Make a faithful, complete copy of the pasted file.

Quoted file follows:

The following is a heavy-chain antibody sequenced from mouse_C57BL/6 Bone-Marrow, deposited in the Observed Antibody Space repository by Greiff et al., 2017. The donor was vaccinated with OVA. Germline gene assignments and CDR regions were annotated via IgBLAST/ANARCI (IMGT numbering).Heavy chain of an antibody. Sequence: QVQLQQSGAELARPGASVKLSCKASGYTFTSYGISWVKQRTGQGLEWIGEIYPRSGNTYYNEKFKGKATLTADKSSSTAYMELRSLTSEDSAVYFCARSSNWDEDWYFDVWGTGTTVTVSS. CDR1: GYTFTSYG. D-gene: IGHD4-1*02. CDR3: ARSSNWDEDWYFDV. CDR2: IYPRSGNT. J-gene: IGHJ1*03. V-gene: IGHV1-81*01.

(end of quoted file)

The following is a heavy-chain antibody sequenced from mouse_C57BL/6 Bone-Marrow, deposited in the Observed Antibody Space repository by Greiff et al., 2017. The donor was vaccinated with OVA. Germline gene assignments and CDR regions were annotated via IgBLAST/ANARCI (IMGT numbering).Heavy chain of an antibody. Sequence: QVQLQQSGAELARPGASVKLSCKASGYTFTSYGISWVKQRTGQGLEWIGEIYPRSGNTYYNEKFKGKATLTADKSSSTAYMELRSLTSEDSAVYFCARSSNWDEDWYFDVWGTGTTVTVSS. CDR1: GYTFTSYG. D-gene: IGHD4-1*02. CDR3: ARSSNWDEDWYFDV. CDR2: IYPRSGNT. J-gene: IGHJ1*03. V-gene: IGHV1-81*01.